So we have Jesus, walking around the neighborhoods and the business district on the shoreline of Capernaum calling out for people to “Repent!” and he comes upon Simon and his brother, Andrew, going about their daily work of fishing.  Now if it was Guymon, we might say that Jesus walked up to a couple of truckers at Love’s Truck Stop, or a pair of cowboys at the feedlot or even two shift workers sharing a ride to work at Seaboard.  They were ordinary men, going about their ordinary workday.

 

                And the Bible says that when Jesus called out to them, “Follow me and I will make you fishers of people,” that Simon and Andrew “at once” (without delay)  put down their nets – or we might imagine, parked their trucks, got off their horses or left the parking lot – and followed him.  Then the three of them ran into James and John mending nets on their father’s fishing boat, and when Jesus called out to them, and they too left “immediately” to follow him.  I’m guessing that Simon and Andrew knew James and John pretty well, like most people who work together in small towns.  James and John probably saw Simon and Andrew walking with Jesus in the middle of the workday when they should be attending to their business, and wondered what was up.

 

                Now you’d think that Matthew would go on to explain the calls of the other seven disciples – but he doesn’t.  Instead, Jesus is far into the first year of his ministry when Matthew writes about his own call, and then simply lists the names of the rest.  So here in the beginning, we might imagine that these first four fishermen who answered his call so quickly, at first found themselves with nothing to do, standing around with their hands in their pockets, looking at each other and then looking at Jesus, saying “Well, now what?”   “What do you want us to do?” 

               

                We ask the same questions:  “Now what?”   “What do you want us to do, just hang out with you?” 

 

                Well, yes, we are supposed to “just hang out” with Jesus.  The disciples had to sit at Jesus’ feet and learn what he taught.  Whether we are children born to believing parents or adults when we hear Jesus call, we don’t just say, “I follow Jesus” and leave it at that.  We have to learn to follow Jesus.  Fishermen have to learn how to mend the nets and how to cast them into the water where the fish are.  Believers  irst have to learn who Jesus is before we can work effectively in our new vocation as Christ-followers.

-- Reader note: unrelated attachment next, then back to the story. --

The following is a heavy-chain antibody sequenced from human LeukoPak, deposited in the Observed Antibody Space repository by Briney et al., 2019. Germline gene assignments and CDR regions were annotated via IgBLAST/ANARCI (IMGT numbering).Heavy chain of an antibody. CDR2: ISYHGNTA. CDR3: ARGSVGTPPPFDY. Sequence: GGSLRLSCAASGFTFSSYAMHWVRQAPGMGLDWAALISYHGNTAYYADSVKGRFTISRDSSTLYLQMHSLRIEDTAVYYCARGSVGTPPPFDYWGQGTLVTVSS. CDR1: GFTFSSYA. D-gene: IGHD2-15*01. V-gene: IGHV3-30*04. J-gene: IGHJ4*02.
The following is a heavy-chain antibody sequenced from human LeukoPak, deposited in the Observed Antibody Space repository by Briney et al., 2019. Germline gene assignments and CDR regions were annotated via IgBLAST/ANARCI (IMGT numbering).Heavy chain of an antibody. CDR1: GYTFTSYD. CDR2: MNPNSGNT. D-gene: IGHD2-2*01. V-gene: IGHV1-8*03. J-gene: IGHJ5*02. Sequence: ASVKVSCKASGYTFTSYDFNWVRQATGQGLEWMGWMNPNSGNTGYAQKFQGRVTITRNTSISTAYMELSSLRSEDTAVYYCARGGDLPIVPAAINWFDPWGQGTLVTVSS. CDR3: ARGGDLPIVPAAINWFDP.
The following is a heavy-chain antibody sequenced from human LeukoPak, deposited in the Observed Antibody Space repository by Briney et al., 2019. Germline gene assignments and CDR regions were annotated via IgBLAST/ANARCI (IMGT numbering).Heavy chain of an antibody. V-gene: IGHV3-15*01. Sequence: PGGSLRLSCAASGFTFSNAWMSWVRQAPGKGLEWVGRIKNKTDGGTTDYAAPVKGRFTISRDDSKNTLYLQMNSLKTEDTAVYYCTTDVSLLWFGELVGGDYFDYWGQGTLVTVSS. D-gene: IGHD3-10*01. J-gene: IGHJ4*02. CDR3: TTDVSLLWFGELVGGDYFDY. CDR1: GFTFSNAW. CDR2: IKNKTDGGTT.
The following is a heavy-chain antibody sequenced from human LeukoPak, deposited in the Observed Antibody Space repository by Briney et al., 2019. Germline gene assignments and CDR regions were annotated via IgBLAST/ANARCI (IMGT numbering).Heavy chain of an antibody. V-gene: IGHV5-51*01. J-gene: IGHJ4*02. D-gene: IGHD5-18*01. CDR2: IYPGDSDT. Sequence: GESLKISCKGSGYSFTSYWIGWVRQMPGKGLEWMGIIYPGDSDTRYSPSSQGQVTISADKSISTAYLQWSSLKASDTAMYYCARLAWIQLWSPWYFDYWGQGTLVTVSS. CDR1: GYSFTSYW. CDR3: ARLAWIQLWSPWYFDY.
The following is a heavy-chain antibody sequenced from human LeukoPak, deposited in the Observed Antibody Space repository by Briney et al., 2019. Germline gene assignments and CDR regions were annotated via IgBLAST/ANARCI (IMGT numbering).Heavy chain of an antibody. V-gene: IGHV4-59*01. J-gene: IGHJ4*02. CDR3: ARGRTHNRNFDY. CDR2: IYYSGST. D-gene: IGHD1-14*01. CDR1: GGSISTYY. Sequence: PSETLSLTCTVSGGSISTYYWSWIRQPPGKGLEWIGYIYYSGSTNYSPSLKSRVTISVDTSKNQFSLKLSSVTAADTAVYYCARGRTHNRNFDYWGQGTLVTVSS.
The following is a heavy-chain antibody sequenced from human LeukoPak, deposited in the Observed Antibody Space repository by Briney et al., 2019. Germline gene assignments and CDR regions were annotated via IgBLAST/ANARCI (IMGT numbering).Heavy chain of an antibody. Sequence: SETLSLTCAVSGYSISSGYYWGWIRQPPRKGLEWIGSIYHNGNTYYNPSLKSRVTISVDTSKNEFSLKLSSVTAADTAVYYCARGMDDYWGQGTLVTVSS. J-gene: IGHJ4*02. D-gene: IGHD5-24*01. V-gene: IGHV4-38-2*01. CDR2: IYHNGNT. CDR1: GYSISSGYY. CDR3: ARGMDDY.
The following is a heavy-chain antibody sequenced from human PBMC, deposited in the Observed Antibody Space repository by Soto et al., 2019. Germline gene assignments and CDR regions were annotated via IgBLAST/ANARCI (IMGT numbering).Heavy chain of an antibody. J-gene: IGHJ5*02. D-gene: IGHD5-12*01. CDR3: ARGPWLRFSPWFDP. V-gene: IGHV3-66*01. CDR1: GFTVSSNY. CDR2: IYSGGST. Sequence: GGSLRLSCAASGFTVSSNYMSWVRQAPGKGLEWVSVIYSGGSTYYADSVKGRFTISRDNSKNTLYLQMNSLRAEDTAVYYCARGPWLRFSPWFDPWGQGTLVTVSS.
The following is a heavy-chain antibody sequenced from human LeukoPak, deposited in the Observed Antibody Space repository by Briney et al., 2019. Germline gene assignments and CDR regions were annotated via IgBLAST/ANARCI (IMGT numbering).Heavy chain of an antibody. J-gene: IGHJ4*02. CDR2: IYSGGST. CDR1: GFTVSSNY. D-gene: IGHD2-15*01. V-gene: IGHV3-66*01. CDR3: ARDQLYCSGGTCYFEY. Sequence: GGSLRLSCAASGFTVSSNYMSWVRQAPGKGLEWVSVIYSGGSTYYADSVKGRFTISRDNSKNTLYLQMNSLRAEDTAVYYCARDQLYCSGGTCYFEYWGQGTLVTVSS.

So we must bring our children to church and teach them the stories of faith, and when they are older teach them what the stories mean.  If we are adults, we must ourselves come to church, prepared and ready to listen to God’s Word preached.  And being “prepared and ready to listen” means that we read some Scripture – at least a little every day – so that we understand what is being preached.  It means joining with others to read and discuss Scripture so we can go deeper into God’s Word.  It means learning to pray and sticking with it, and if we fall away from it, coming back to it, over and over throughout our lives, until we understand that it is better to stay close to Jesus’ side, than to try to go it alone.

 

                Jesus said, “I will make you” fishers of people – he didn’t say, “I will give you” anything except salvation by grace.  Everything else requires lifelong training, lifelong discipleship.  Some people complain that they are bored in worship, but boredom in worship is rarely a sign of poor preaching.  Boredom in worship is mostly a lack of skills because of a lack of training.  Church members who wonder why they need training never seem to wonder why an untrained church shoots its own wounded.  And we find it hard to forgive our enemies because that kind of forgiveness is a high-level spiritual skill that only comes through long training.  We need the skills of the faith so we can fight the good fight. [1]